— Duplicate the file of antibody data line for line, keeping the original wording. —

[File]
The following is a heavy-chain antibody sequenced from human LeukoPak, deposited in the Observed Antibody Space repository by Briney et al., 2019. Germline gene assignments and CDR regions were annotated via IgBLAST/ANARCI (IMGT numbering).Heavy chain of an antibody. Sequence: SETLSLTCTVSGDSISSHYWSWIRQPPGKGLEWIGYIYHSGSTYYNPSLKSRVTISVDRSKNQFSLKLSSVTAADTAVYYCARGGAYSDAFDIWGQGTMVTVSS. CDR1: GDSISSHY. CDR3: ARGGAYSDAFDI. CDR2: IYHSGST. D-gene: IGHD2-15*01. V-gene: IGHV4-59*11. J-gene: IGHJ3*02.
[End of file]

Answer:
The following is a heavy-chain antibody sequenced from human LeukoPak, deposited in the Observed Antibody Space repository by Briney et al., 2019. Germline gene assignments and CDR regions were annotated via IgBLAST/ANARCI (IMGT numbering).Heavy chain of an antibody. Sequence: SETLSLTCTVSGDSISSHYWSWIRQPPGKGLEWIGYIYHSGSTYYNPSLKSRVTISVDRSKNQFSLKLSSVTAADTAVYYCARGGAYSDAFDIWGQGTMVTVSS. CDR1: GDSISSHY. CDR3: ARGGAYSDAFDI. CDR2: IYHSGST. D-gene: IGHD2-15*01. V-gene: IGHV4-59*11. J-gene: IGHJ3*02.